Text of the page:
Syngenta makes billions selling highly hazardous pesticides

Based on exclusive industry data, Public Eye reveals the key role played by the Swiss agrochemical giant in selling highly hazardous pesticides – above all in low and middle-income countries (LMICs). In Brazil, the world’s number one consumer, studies show high rates of cancers and other chronic diseases linked to the massive use of such substances. In a petition, Public Eye calls on Syngenta to take its most toxic pesticides off the market. Switzerland should also take binding measures to put an end to this illegitimate business.

In a new report, Public Eye sheds light for the first time on the scale of a business as secretive as it is lucrative: highly hazardous pesticides. By cross-referencing data from Philips McDougall* with the list of 310 substances that present the highest levels of acute or chronic hazards to health or the environment issued by the Pesticide Action Network (PAN), Public Eye estimates the global sales of highly hazardous pesticides at US$22 billion in 2017. This represents about 1.8 million tonnes of active substances, two thirds of which were sprayed in low and middle-income countries (LMICs).

While Syngenta boasts about its efforts in terms of innovation, Public Eye’s unprecedented investigation reveals that selling highly hazardous pesticides is at the core of its business model. Of the 32 substances which are included in the company’s “key marketed products”, 15 feature on the PAN blacklist of pesticides. According to our calculations, in 2017, the Swiss giant made approx. US$3.9 billion in revenue from highly hazardous pesticides. The multinational takes advantage of weaker standards in countries such as Brazil, Argentina or India to continue selling its toxic ‘blockbusters’, many of which are no longer authorised in Switzerland or the European Union. Baskut Tuncak, United Nations Special Rapporteur on human rights and toxics, says that

“there is an urgent need to end this exploitation of lower standards of protection. This is a morally and ethically unjustifiable situation (…) States should have mandatory human rights due diligence for chemical manufacturers.”

To understand the consequences of the widespread use of highly hazardous pesticides, Public Eye carried out investigations in Brazil, Syngenta’s main market. Scientific studies show disturbing rates of congenital deformities, cancer and other chronic diseases in the regions with the highest levels of pesticide use. In the state of Mato Grosso, at the heart of crop monocultures, we met parents with sick children, agricultural workers and experts. Despite the climate of fear, people are speaking out to denounce a business model whose negative impact on health and the environment are becoming increasingly apparent.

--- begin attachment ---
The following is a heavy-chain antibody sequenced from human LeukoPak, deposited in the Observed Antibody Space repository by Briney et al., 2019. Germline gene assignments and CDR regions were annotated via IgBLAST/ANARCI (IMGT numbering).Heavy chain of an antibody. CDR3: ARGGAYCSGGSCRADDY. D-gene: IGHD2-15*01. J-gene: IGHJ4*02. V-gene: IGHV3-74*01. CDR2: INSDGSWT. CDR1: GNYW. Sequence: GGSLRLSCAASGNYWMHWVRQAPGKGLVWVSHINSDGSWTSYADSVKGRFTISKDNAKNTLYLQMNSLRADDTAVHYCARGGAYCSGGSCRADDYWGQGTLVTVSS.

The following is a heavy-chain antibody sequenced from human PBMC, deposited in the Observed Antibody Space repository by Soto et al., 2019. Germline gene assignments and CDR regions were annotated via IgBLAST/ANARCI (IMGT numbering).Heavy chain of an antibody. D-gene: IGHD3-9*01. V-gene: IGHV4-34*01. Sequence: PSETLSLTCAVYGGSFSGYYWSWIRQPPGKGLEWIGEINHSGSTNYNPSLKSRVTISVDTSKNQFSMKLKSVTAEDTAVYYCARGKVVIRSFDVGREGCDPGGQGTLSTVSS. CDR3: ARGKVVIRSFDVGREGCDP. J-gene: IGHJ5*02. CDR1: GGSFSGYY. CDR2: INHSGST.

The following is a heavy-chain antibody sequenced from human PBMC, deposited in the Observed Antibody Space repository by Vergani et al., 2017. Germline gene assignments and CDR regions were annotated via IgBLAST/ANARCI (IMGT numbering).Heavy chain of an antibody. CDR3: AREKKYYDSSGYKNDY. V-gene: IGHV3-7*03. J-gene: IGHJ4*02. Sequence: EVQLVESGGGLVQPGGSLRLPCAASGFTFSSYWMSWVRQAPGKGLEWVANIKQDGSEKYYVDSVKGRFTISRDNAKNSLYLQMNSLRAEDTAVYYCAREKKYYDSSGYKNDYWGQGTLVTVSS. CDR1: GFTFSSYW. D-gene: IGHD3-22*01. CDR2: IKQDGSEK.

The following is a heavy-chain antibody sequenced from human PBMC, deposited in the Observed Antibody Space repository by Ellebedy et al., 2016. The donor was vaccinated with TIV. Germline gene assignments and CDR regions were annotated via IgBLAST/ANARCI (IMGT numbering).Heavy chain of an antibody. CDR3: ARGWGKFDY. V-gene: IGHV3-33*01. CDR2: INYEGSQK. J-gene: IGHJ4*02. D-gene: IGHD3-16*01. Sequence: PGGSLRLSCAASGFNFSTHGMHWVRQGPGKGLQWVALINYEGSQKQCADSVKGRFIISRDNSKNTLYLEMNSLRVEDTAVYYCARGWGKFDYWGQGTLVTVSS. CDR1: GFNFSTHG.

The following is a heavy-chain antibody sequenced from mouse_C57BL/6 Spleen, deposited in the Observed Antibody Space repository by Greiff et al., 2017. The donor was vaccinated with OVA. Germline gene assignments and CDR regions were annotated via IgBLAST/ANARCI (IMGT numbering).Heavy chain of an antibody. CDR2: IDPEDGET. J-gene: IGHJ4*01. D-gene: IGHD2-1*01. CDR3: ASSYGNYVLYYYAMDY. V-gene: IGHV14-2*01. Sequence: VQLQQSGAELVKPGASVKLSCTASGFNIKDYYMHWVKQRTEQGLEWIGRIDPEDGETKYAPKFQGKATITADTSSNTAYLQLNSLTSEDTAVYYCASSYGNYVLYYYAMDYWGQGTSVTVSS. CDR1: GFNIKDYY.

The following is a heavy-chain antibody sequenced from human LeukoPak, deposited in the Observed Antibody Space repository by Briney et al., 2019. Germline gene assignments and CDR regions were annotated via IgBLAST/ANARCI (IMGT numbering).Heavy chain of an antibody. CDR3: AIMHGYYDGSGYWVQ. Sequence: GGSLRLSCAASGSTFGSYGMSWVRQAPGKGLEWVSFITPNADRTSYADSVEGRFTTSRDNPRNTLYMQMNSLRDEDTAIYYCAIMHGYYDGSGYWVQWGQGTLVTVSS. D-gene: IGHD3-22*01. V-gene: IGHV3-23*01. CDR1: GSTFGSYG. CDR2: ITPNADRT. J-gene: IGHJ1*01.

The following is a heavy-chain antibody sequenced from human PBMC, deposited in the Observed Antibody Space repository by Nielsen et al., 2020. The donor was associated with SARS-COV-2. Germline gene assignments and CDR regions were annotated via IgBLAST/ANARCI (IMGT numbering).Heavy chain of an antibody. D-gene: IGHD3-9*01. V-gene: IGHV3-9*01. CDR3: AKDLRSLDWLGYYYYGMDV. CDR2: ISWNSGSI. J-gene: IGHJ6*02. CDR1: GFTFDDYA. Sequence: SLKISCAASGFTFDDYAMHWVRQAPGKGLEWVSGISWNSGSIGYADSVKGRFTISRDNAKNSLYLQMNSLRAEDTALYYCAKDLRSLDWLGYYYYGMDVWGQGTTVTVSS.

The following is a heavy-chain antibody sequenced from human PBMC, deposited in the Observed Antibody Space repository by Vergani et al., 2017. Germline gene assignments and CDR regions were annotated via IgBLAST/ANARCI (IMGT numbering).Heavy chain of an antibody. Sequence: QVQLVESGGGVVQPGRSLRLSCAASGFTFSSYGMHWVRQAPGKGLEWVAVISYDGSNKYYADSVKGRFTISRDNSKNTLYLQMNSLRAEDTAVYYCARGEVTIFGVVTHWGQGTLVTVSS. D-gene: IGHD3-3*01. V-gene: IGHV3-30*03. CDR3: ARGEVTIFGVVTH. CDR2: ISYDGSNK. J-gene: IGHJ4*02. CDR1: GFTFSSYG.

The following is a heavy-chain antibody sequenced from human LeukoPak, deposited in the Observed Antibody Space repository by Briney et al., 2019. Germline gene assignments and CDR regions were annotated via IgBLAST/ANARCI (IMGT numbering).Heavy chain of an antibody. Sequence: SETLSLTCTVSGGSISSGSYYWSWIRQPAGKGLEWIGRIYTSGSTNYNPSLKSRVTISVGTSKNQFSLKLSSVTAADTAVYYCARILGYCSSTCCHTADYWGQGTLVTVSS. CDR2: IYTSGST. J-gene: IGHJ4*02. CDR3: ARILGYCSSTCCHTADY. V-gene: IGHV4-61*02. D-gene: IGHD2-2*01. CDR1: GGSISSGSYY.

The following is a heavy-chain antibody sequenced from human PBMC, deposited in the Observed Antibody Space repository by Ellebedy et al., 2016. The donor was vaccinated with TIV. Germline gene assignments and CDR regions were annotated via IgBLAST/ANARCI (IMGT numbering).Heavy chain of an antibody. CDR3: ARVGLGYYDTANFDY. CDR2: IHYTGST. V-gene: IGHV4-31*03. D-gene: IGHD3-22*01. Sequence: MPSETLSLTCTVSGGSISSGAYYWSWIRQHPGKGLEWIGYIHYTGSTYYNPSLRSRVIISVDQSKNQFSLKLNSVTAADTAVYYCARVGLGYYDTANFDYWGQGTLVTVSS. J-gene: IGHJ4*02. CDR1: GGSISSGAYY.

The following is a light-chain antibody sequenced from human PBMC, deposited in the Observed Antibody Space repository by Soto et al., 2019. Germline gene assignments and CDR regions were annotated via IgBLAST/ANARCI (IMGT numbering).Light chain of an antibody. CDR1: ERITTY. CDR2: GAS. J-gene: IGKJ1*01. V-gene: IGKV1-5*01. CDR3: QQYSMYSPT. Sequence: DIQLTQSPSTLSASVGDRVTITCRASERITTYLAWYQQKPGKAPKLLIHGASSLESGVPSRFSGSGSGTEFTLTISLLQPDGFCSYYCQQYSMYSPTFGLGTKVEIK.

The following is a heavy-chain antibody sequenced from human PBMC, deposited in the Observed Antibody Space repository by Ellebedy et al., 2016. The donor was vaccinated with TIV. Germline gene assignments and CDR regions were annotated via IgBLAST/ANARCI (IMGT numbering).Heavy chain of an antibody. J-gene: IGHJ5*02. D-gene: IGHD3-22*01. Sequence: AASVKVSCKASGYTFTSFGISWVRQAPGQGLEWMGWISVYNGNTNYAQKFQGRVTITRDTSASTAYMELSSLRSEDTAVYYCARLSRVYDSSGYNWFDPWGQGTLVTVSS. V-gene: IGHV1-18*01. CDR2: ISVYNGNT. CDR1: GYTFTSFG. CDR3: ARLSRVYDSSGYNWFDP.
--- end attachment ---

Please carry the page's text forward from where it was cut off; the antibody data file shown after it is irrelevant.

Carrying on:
In collaboration with Repórter Brazil, Public Eye also accessed data from the Brazilian national drinking water monitoring programme. Our analysis shows that millions of Brazilians are exposed to a cocktail of pesticides whose long-term effects are unknown. Atrazine is one of the most frequently detected substances. This herbicide is classified as an endocrine disruptor and a reproductive toxicant. It was banned in Switzerland and the European Union over ten years ago because of water contamination. But Syngenta continues to sell it in Brazil, where it is found in 85% of drinking water samples tested. 

In order to protect future generations, the most toxic substances must be taken off the market and replaced with safer alternatives. In a petition, Public Eye is calling on Syngenta to commit to put an end to the production and sale of highly hazardous pesticides. Switzerland should ban the export of pesticides which are banned in its own jurisdiction due to their harmful effects on health or the environment. Given that companies like Syngenta have shown no willingness to act on a voluntary basis, the Swiss government should implement mandatory human rights and environmental due diligence requirements for Swiss companies, as proposed by the Responsible Business Initiative, and should support an international treaty to regulate the business of highly hazardous pesticides.

For more information, click here or contact:

Laurent Gaberell, agriculture and biodiversity expert, +44 21 620 06 15,

Géraldine Viret, Media Officer, +44 21 620 03 05,


*Philips McDougall data

Our investigation is based on data on pesticide sales produced by Philips McDougall, a private market research firm that presents itself as “the market leader in providing business intelligence for the crop protection & seeds industry” and a reference source for the United States Environmental Protection Agency. The data does not cover the entire market but is sufficiently representative to estimate global sales by substance, volumes for the main user countries and Syngenta’s market share.

**PAN’s list of HHPs
The Food and Agriculture Organization of the United Nations (FAO) and the WHO have concluded that pesticides that present particularly high levels of acute or chronic hazards to human health or the environment – known as ‘highly hazardous pesticides (HHPs)’ – should be taken off the market and replaced by safer alternatives. Although specific criteria had been defined to identify them by 2006, to date no list has ever been compiled. In 2009, the Pesticide Action Network (PAN) reviewed some 1,000 substances on the market using the criteria outlined by UN agencies and also accounting for other risks that had been overlooked, such as toxicity to bees or endocrine disruption. Public Eye worked on the basis of that list of 310 pesticides, last updated in 2019.